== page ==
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Interviewing the old guard – ‘The Last Pass’

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It’s safe to say that the Boston Celtics of the 1950s and 1960s were the greatest dynasty in American professional sports. One could try to make arguments for other teams in other sports, but in terms of pure extended dominance, it’s tough to argue against eight consecutive championships and 11 titles in 13 seasons.

It’s also tough to argue against any two players being more vital to those victories than Bill Russell and Bob Cousy. But despite their brilliant dynamic on the court, their relationship beyond basketball is something a little more complicated.

Both aspects of the Cousy/Russell link are explored in Gary Pomerantz’s new book “The Last Pass: Cousy, Russell, and What Matters in the End” (Penguin Press, $28). Built around a years-long series of interviews with Cousy, the book explores the history of that dynastic time in Celtics history and examines an NBA that might have disappeared forever had Cousy and Russell not come along, all while also looking at issues of race in a particularly tumultuous time in our society.

Bob Cousy is 90 years old. He lives alone in the same house in Worcester that he’s occupied for decades. His wife has passed away, his kids are grown – he’s left to live a largely solitary life, one in which he looks back at his hardwood past. There are awards and trophies, plaudits and championships – he has few regrets.

Just one, really. Bill Russell.

Cousy was a superstar before he set foot on the floor at the Boston Garden. His flashy, improvisational style of play helped propel his collegiate team at Holy Cross to unprecedented heights, with NCAA tournament berths and three All-American nods.

But it was when he landed in the still-nascent NBA in 1950 that he truly carved his name into the history books. Quickly dubbed “The Houdini of the Hardwood,” Cousy became one of the biggest stars in the league. Over the course of his 13-year career, he led the league in assists eight times and was named MVP in 1957. He was named All-NBA a dozen times and was voted an All-Star every year of his career.

However, it was only when a defensive dynamo from the University of San Francisco arrived that the titles started coming.

Cousy would win six titles alongside Russell, who would in turn win five more following Cousy’s departure. Between Cousy’s energetic offensive skills and Russell’s unmatched rebounding and defense, the Celtics of that era were simply unstoppable.

But it was only in the years after they parted ways – many years, really – that Cousy began to wonder why his relationship with his old teammate wasn’t what it was with some of the other guys from those days. After some soul-searching and self-examination, Cousy started questioning whether he had done enough to help Russell deal with the societal racism that confronted him every single day.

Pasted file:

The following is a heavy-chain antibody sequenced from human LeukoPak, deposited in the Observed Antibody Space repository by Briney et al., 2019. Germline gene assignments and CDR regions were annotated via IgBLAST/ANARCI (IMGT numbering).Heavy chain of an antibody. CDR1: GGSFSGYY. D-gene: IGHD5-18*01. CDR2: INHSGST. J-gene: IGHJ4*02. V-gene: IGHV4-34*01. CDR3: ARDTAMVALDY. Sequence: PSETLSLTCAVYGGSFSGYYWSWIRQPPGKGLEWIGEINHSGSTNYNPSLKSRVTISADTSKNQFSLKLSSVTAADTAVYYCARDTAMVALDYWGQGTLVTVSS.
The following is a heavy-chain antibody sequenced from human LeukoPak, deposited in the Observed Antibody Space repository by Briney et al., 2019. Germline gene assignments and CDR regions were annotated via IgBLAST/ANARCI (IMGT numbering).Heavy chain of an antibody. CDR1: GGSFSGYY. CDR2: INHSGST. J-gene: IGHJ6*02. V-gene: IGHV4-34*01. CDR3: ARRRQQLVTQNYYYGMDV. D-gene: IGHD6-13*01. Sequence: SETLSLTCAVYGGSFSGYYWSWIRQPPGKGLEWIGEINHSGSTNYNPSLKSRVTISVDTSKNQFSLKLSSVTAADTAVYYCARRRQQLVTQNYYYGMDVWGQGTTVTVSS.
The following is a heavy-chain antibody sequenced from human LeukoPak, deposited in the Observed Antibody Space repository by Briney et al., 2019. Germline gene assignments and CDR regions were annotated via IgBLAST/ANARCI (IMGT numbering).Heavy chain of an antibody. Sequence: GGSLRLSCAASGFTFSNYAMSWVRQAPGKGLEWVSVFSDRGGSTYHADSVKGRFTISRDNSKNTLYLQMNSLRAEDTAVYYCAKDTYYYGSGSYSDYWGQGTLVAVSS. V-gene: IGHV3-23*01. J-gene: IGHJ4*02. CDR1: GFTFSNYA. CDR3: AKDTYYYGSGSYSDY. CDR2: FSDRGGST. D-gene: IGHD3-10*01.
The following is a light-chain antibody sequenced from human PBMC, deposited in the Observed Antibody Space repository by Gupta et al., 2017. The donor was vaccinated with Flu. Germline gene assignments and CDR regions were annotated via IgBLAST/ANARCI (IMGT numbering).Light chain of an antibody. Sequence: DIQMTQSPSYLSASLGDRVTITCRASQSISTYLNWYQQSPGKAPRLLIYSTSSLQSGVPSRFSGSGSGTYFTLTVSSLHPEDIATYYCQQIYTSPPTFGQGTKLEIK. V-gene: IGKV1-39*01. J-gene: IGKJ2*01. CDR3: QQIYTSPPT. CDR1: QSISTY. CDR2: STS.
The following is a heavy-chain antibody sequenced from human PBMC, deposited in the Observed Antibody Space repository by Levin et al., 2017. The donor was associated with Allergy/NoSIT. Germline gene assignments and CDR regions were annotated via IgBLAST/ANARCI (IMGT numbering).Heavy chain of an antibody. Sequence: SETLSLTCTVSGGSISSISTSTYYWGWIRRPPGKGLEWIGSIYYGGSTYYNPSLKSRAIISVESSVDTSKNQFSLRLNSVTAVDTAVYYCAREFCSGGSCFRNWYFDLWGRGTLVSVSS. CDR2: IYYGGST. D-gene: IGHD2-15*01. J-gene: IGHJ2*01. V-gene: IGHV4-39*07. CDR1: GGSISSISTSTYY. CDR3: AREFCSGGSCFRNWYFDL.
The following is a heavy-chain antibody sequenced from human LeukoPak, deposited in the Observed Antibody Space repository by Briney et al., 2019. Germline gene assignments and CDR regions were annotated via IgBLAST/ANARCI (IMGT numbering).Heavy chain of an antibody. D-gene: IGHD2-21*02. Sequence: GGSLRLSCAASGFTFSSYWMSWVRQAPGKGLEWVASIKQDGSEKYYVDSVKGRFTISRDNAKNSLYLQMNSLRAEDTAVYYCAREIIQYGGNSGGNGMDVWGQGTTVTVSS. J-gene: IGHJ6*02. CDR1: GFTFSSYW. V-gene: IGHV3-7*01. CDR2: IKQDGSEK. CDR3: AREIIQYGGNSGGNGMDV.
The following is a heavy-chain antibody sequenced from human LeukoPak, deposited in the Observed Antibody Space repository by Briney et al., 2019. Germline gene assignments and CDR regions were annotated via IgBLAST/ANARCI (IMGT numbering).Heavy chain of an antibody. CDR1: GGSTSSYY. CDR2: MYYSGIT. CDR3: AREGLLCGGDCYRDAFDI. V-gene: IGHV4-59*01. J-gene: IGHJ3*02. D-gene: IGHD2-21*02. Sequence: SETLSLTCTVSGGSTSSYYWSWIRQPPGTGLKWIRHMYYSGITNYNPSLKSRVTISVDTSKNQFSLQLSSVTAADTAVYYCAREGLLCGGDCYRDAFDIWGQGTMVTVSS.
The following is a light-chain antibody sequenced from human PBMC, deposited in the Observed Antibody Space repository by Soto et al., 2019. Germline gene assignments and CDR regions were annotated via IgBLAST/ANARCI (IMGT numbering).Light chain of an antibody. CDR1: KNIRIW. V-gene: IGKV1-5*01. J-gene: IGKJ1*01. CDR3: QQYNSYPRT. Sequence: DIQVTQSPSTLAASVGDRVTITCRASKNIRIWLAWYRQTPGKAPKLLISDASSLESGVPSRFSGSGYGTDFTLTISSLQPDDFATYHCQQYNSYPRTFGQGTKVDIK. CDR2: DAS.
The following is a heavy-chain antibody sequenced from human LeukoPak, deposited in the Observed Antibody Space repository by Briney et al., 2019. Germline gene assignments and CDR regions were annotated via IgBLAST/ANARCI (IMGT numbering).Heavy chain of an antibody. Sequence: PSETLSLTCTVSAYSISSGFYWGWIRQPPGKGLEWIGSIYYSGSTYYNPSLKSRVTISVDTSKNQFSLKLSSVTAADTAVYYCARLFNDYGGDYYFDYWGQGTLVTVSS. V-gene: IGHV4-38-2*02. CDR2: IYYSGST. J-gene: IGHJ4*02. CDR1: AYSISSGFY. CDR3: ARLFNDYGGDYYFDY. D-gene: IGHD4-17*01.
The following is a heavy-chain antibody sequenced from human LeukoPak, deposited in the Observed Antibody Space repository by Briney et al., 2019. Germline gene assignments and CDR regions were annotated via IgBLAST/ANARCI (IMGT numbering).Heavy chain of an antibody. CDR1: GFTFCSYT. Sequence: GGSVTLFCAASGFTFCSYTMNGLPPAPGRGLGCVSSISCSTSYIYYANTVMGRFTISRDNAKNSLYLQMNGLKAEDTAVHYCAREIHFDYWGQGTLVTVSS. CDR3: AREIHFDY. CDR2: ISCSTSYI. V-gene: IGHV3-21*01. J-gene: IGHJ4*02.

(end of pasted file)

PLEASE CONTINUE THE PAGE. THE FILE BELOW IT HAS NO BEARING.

To many, those Celtics teams belonged to Cousy, not Russell. And while one could make an informed argument, the truth was that that opinion sprang from one simple fact: Cousy was white, Russell black. While they were mostly equals on the court, they were far from it anywhere else. As the civil rights movement gained steam – and Russell became more involved – Cousy never truly grasped just how much the country’s ugliness hurt his teammate.

As both men approach the end, Cousy seeks to make amends, or at least to acknowledge to his old friend that he regrets not doing more.

“The Last Pass” offers a compelling portrait of one of the greatest players in NBA history. The early days of the league bear only a passing resemblance to the multi-billion-dollar industry we see today, but Cousy’s place in the game’s history remains unassailable. Getting a sense of those differences – brawls on the court, cigarettes at halftime, teams in isolated small-town outposts – makes for fascinating reading.

What Pomerantz has done is mine Cousy’s story thoroughly and meticulously; these interviews unfolded over the course of years, allowing for a degree of detail and nuance that borders on the staggering. The reader genuinely gets to know Cousy – both the player and the man. That’s a real rarity in any book, let alone what is ostensibly a sports biography.

But of course, it’s more than your standard sports book. No hagiography, “The Last Pass” uses Cousy’s story to reach deep into the fabric of the culture itself. The nascent NBA is used as a lens to view larger truths about mid-century American society. Cousy’s desperate yearning to set things right with Russell is a reflection of a country that still struggles to come to terms with the sins of years gone by.

Cousy was known for his ability to get his teammates the ball, but in “The Last Pass,” it’s Pomerantz who dishes the assist, allowing the Houdini of the Hardwood to score once again.

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